“So goes California, so goes the nation,” it is sometimes said. Nothing could be more true after the California Supreme Court’s recent decision in Sullivan v. OracleCorp. (Sullivan II), 51 Cal. 4th 1191 (Cal. 2011), which held that nonexempt employees who do not live in California, but who travel occasionally to California on business, must be paid overtime under California’s strict overtime laws for work performed in California. The court declined to address the application of the myriad of California’s laws related to overtime such as rest and meal periods, compensable travel time, accrual or forfeiture of vacation time, and overtime exemptions, although one must now consider these in determining the traveling employee’s right to overtime.
Sullivan v. Oracle Corp.
Oracle, a software company headquartered in Palo Alto, California, employs “instructors” to travel to various client locations to train clients in the use of Oracle’s products. In 2003, Oracle revised the instructors’ classifications as hourly nonexempt employees but did not provide back pay for prior unpaid overtime.
Consequently, the instructors brought a class action under California Labor Code and the federal Fair Labor Standards Act (FLSA) for the unpaid wages. Gable & Sullivan v. Oracle(Sullivan I), No. SACV 03-348 AHS (MLGx) (C.D. Cal. Mar. 29, 2005). The court certified two classes—one for the plaintiffs seeking damages under the California Labor Code and one for the plaintiffs seeking damages under the FLSA. The matter ultimately settled. However, claims under California law for periods of time that out-of-state instructors worked in the state of California were expressly excluded from the settlement.
Plaintiffs Sullivan, Evich, and Burkow thereafter filed the suit that is the subject of this article (Sullivan II). It was undisputed that the plaintiffs performed the majority of their work in their home states but would occasionally travel to California to instruct various Oracle customers. Plaintiffs Sullivan and Evich resided in Colorado, which has its own overtime statute that generally requires 1.5 times the regular rate for hours exceeding 12 in one day or 40 in one week. Burkow resided in Arizona, which follows the FLSA in requiring 1.5 times the employee’s regular rate for hours exceeding 40 in one week. 29 U.S.C. § 207.
The plaintiffs sought to certify a class on three claims: violation of overtime provisions under section 510 of the California Labor Code, violation of California’s Unfair Competition Law (UCL) pursuant to Business & Professions Code section 17200 for failure to pay overtime for work performed within California, and violation of California’s UCL predicated on violations of the FLSA for work performed outside California.
The U.S. District Court for the Central District of California granted summary judgment to Oracle, finding that applying the California Labor Code to work performed by nonresidents would violate the due process clause of the Fourteenth Amendment. On appeal, the Ninth Circuit initially reversed, then ultimately withdrew its opinion and certified the questions regarding the applicability of California’s overtime provisions to the California Supreme Court.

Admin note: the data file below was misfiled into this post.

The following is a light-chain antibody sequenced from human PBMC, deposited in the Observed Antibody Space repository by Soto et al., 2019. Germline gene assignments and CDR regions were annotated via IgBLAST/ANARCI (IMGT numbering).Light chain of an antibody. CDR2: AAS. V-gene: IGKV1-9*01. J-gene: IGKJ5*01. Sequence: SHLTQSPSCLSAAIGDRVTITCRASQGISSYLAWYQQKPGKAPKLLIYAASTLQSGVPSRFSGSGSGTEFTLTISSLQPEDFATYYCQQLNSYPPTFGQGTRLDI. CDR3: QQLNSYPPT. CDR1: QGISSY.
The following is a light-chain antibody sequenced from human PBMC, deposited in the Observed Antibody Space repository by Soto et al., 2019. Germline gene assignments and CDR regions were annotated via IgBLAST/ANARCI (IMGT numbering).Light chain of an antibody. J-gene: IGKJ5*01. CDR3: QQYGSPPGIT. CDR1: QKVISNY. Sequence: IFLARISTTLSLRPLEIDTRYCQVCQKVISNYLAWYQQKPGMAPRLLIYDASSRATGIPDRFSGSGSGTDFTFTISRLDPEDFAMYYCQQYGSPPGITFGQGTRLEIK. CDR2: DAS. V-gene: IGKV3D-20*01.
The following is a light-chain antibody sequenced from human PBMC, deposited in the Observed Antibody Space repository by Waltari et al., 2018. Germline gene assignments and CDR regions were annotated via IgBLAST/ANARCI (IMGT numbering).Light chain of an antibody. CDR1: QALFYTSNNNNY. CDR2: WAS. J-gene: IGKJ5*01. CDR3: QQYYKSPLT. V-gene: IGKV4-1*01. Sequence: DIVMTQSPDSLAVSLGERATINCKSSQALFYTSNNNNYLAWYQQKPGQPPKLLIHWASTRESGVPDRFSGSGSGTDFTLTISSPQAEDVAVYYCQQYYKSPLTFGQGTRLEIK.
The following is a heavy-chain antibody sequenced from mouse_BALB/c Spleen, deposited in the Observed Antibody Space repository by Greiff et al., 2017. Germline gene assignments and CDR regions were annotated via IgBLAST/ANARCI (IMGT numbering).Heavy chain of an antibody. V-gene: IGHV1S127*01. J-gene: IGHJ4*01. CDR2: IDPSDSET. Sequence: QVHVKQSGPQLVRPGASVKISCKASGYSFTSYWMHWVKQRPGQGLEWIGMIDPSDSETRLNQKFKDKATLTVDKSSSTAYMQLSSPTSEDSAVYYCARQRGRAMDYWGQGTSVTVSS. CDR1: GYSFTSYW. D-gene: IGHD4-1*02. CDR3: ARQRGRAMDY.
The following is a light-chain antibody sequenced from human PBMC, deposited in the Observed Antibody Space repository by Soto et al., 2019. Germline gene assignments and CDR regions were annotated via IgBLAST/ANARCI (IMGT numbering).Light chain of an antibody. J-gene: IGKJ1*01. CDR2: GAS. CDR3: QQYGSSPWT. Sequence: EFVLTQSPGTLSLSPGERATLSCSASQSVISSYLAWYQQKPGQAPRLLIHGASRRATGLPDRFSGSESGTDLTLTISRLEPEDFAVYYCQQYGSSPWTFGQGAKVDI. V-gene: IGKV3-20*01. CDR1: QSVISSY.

This article focuses on one of the questions certified: “[D]oes California Labor Code apply to overtime work performed in California for a California-based employer by out-of-state plaintiffs in the circumstances of this case, such that overtime pay is required for work in excess of eight hours per day or in excess of forty hours per week?”
The California Supreme Court’s Analysis
In determining the question, the court first looked at the language of the statute, which it found to be clear and unambiguous. Section 510(a) of the California Labor Code provides, “Any work in excess of eight hours in one workday and . . . 40 hours in one workweek . . . shall be compensated at the rate of no less than one and one-half times the regular rate of pay. . . .” The California Labor Code also provides for penalties to “any employee receiving less than . . . the legal overtime compensation applicable to the employee . . .” Cal. Labor Code § 1194 (emphasis added). The court noted that the preamble to the penalty section of California’s wage law also states that California’s employment laws apply to all individualsemployed in California.
The fact that the Labor Code did not explicitly differentiate between a resident and nonresident employee did not escape the court’s notice. Rather, the court determined that the California legislature knows how to create exemptions when it intends to, as in California’s workers’ compensation statutes. The lack of an explicit exemption for nonresidents indicated to the court that an employee’s residence is not relevant for purposes of California’s overtime laws while he or she is working in California. To provide such an exemption would encourage employers to import unprotected workers from out of state, the court reasoned.
Oracle argued, however, that the legislature could not have intended for the statute to apply to nonresident employees because that would impose significant burdens on employers to comply with related overtime laws such as meal periods, compensable travel time, accrual of vacation time, and overtime exemptions, in violation of the Constitution’s dormant Commerce Clause. Significantly, the court stated that it had not been asked to consider the applicability of any other wage laws or to undertake any analysis of the Commerce Clause to the facts presented and, consequently, declined to do so.